‘When Do Workers Get Their Share?’

Josh Bivens of the Economic Policy Institute asks that question because the latest numbers force him to.

Corporate profits have risen 62.2% since the peak, compared to average growth of 13.9% at the same point in the last eight recoveries that have lasted as long as the current one. This is the fastest rate of profit growth in a recovery since World War II.

Total labor compensation has also turned in a historic performance: growing only 2.8%, the slowest growth in any recovery since World War II and well under the historical average of 9.9%.

Most of this growth in total labor compensation has been accounted for by rising non-wage payments, like health care and pension benefits. Rapidly rising health care costs and pension funding requirements imply that these higher benefit payments are not translating into increased living standards for workers, but are rather just covering the higher costs of health care and pension funding. Growth in total wage and salary income, the primary source of take-home pay for workers, has actually been negative for private-sector workers: -0.6%, versus the 7.2% gain that is the average increase in private wage and salary income at this point in a recovery.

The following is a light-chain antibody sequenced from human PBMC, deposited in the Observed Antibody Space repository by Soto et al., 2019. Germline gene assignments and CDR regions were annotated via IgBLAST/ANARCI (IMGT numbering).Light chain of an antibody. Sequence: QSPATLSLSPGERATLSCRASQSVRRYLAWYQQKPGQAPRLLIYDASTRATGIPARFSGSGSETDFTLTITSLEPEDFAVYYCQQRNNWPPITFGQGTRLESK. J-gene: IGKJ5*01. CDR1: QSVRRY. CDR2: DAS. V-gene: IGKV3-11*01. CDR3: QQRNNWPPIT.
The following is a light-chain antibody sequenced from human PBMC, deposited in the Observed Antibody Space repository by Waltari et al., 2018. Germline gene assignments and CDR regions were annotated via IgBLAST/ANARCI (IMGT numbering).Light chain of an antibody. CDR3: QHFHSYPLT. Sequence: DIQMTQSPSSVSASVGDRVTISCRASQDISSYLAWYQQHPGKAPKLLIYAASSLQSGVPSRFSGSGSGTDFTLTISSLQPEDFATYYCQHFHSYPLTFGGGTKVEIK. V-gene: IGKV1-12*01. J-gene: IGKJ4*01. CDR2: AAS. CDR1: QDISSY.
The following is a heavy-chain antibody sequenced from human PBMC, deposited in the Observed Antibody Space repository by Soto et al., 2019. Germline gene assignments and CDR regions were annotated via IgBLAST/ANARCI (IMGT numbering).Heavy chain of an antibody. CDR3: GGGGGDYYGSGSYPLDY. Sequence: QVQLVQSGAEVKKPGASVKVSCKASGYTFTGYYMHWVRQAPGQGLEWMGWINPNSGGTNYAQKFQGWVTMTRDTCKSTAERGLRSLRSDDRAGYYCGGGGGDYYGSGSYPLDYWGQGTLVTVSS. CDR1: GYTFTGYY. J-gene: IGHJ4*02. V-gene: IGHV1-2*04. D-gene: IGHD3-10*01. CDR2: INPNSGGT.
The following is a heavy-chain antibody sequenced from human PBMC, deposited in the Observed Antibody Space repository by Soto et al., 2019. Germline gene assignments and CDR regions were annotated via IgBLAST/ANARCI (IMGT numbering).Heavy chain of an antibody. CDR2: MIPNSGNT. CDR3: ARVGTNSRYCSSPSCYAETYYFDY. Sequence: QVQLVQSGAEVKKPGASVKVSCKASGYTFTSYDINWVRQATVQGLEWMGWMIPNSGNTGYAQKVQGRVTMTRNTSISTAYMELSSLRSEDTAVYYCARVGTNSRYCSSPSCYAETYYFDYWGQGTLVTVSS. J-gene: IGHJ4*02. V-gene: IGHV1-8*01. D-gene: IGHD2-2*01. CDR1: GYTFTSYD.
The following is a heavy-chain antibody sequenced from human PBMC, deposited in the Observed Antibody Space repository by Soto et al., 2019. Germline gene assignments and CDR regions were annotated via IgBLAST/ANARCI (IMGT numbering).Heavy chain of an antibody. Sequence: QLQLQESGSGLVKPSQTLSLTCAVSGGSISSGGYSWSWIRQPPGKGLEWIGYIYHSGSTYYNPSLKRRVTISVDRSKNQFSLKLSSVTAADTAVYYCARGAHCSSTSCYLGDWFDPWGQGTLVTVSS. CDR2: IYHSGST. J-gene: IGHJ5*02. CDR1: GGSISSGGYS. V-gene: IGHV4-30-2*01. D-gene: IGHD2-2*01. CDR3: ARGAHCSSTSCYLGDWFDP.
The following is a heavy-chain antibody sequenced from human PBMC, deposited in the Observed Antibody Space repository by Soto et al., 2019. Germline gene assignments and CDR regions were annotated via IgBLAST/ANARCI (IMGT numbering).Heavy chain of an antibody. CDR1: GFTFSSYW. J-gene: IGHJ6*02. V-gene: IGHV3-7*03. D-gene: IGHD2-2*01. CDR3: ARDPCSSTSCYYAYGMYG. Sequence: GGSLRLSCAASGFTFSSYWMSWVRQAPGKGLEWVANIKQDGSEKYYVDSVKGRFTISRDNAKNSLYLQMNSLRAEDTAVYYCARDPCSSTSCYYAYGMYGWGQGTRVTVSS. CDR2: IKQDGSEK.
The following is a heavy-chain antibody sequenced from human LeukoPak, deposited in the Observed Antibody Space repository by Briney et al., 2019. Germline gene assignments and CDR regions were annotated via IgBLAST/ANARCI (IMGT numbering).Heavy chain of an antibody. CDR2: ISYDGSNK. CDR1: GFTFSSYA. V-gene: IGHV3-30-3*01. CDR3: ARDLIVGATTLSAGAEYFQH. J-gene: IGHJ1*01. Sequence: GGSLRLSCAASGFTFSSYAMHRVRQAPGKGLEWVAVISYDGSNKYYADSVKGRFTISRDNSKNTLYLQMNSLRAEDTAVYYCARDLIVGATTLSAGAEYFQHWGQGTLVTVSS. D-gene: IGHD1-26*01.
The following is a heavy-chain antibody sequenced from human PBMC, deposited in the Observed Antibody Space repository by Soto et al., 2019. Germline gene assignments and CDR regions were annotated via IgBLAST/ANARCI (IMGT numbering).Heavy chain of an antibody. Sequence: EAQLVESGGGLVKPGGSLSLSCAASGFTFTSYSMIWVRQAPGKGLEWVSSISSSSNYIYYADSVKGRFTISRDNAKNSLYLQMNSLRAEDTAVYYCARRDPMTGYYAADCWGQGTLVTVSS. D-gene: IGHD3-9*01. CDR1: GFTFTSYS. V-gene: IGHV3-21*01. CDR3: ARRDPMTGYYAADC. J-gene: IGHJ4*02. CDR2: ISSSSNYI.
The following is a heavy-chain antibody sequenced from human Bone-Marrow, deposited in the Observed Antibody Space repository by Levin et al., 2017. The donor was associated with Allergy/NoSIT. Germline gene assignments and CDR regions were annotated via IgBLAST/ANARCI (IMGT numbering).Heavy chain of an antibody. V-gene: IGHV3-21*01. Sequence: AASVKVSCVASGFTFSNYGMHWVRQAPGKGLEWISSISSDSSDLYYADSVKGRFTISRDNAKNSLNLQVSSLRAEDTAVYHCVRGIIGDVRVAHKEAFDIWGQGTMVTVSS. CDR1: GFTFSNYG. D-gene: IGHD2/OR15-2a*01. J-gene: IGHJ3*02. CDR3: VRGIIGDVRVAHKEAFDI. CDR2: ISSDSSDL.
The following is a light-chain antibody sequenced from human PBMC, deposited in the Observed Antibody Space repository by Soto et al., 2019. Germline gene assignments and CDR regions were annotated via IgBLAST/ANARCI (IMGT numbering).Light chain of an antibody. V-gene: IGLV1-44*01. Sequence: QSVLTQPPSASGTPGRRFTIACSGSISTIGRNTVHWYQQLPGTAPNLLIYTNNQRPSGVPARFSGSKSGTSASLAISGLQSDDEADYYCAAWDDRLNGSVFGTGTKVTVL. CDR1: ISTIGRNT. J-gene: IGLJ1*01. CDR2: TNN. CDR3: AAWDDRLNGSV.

These are ominous signs, suggesting a new march toward greater inequality in the American economy. Worse, the growth in profits combined with a drop in wage and salary incomes suggest that the recovery has a narrow base, with most American consumers only able to increase their purchasing power through debt. Wage growth is not just fair, it is also necessary for a more sustainable recovery. (emphasis mine)

Amen. And check out the chart (click the title). The difference between the Bush recovery and every other recovery is startling. Brad DeLong adds:

It is absolutely remarkable–the fall in the employee compensation share of GDP from 66.5% in late 2000 to 62.7% today. Usually the factor shares are remarkably constant over the business cycle. But now it appears that we are, for once, in an economy behaving according to the sixty year-old theories of Michel Kalecki: high labor market slack as a way of keeping a lid on real wages, and as a tool of class war.

Hey, give them credit for noticing, commenting…and proving what we’ve been saying for awhile now.

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